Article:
Alcohol abuse and alcoholism does not only affect a single gender, as it has severe consequences for anyone who abuses it. It is not uncommon for people to think that simply because alcohol is legalized in the United States, it is a safe substance to abuse.
In reality, abusing alcohol can have devastating effects on any person. The tricky thing about alcohol addiction is that one’s body reacts strongly to the presence of alcohol and this reaction grows exponentially as one’s length and volume of alcohol abuse increase. Though the negative long and short term effects from alcoholism can be vast for both men and women, some of the specific ways in which it can be detrimental vary based on one’s gender. It may behoove a woman who is struggling with alcoholism to find treatment options that cater primarily to women.
When a person abuses alcohol, or any substance for that matter, his or her body becomes accustomed to functioning with the presence of the drug or alcohol. A tolerance to alcohol is built up within one’s system. Detox is the first step in addiction treatment, as it rids one’s body of the abused substance. There are a number of ways a person can go through the detox experience, but depending on the substance abused, some options are better than others. Undergoing a medically supervised detox is essential for women who struggle with alcohol addiction. The reason being, the withdrawal symptoms that can occur from removing alcohol from one’s system, cold turkey, can be excruciating and even dangerous. In a medically supervised detox setting, a woman will go through her detox experience being closely monitored by a professional.
Inpatient and Outpatient Treatment
The next step in recovery, subsequent to the detox stage, for alcohol addiction is for a woman to attend a treatment program. These treatment programs can be in a couple of different formats. An inpatient treatment facility, for example, will offer sleeping accommodations, with twenty-four-hour care available, for the woman throughout the intensive treatment program. The timeframe for an inpatient treatment program can last anywhere from fourteen days to three months, and in some cases, longer.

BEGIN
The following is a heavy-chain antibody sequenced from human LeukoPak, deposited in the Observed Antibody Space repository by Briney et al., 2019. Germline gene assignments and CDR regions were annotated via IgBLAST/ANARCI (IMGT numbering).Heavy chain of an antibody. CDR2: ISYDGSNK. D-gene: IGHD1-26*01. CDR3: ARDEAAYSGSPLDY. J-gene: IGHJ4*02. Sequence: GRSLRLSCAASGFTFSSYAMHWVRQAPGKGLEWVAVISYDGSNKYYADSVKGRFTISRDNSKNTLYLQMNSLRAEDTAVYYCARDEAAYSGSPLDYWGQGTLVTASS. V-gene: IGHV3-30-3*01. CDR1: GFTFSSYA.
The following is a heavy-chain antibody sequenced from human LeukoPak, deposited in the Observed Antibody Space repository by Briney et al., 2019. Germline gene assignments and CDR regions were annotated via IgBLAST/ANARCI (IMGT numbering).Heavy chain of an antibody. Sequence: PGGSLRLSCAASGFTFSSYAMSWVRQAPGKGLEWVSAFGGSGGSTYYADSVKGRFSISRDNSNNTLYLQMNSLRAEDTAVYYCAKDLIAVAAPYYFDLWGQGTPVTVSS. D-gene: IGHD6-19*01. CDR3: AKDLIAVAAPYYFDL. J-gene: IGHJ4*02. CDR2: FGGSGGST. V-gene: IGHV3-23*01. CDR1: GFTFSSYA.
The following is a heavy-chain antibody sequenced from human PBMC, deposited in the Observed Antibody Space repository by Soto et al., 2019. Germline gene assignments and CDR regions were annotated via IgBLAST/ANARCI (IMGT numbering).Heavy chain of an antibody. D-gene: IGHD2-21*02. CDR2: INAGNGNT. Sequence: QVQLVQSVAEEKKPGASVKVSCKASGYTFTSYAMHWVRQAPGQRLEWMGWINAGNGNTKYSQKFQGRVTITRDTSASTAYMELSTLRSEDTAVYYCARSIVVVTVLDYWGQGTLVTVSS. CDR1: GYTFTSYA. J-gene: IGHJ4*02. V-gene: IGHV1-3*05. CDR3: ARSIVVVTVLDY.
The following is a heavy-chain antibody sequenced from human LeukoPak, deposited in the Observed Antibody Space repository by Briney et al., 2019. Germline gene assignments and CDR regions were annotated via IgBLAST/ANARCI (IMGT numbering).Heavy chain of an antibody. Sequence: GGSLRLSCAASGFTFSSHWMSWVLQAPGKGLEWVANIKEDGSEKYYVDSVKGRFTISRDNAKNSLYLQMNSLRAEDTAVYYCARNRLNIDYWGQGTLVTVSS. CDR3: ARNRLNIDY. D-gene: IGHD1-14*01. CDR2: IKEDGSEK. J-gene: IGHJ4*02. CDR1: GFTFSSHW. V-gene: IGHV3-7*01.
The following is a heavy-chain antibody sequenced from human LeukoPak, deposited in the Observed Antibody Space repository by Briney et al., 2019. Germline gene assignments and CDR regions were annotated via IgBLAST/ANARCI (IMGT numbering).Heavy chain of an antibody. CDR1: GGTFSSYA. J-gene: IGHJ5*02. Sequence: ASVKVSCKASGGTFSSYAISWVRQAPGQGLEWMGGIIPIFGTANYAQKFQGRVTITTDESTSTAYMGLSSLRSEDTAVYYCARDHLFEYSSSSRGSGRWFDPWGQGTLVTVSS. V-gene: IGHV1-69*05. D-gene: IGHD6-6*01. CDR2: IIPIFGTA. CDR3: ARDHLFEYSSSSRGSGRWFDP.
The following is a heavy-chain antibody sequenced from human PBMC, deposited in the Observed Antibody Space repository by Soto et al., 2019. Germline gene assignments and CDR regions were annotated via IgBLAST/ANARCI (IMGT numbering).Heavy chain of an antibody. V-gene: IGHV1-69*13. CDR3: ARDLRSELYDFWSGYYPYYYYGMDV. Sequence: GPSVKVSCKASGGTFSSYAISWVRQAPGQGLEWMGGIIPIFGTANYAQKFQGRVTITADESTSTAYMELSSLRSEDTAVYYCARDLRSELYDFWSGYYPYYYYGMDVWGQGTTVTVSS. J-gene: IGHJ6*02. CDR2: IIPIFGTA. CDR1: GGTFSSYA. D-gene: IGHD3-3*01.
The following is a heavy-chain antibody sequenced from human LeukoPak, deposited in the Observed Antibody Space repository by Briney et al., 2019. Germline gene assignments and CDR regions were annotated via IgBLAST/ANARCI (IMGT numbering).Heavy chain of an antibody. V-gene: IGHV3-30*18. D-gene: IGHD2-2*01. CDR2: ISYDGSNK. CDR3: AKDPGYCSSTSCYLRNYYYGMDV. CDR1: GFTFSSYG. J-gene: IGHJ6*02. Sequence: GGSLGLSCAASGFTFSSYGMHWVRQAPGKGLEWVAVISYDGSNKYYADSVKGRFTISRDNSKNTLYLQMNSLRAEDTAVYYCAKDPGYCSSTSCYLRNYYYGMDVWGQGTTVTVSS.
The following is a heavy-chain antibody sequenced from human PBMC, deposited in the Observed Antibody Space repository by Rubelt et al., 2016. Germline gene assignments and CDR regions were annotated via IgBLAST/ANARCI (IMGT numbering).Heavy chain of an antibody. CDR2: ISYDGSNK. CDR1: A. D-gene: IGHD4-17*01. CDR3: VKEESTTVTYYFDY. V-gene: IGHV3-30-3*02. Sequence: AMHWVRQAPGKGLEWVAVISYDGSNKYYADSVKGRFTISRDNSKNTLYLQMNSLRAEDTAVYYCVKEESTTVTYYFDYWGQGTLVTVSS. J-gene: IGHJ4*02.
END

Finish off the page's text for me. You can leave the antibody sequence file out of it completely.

An outpatient treatment program is an option that does not include one’s living accommodations through the duration program. Depending on the program, an outpatient treatment option will have varying daily hours (ranging from after work hours, to full day commitments) and the length of time can range from as little as ten days to as long as ninety days, with some programs lasting even longer. Many treatment programs will be co-ed, but there are all-women treatment options, both inpatient and outpatient types, available.
Once a woman completes the detox phase and an intensive treatment plan, it is imperative for her to consider how she will maintain her sobriety and continue to implement the information learned throughout her treatment experience into her everyday life. For women who feel ready to return home, staying active in the sober community can be helpful. Finding Alcoholics Anonymous meetings to regularly attend, for example, can be beneficial. If a woman finds herself in a situation where she does not fully feel ready to make the leap from her treatment program right back to her regular life, she may find that residing in a sober living facility for some period of time can be helpful. There are a number of different types of sober living facilities available, all over the country. One of the benefits of transitioning in a sober living facility is the support and comradery that is consistently available. There are coed sober living facilities, but some women may find it helpful to live in an all-female facility. Just like it is important to make sure the proper type of treatment program and plan is selected, so too, is making sure a proper aftercare plan is set in place and carried out.
Alcohol addiction is a serious disease. If a woman feels as though she is perhaps drinking too much and is unable to stop, she should seek help immediately. There are many options available for a woman who is in need of help. She should feel free to reach out to a local clinic, hospital, or even check in with her regular primary care physician. The important thing to remember surrounding addiction, is to not hesitate to get help, as the physical, emotional, and mental repercussions from abusing drugs or alcohol only grow as one’s addiction grows.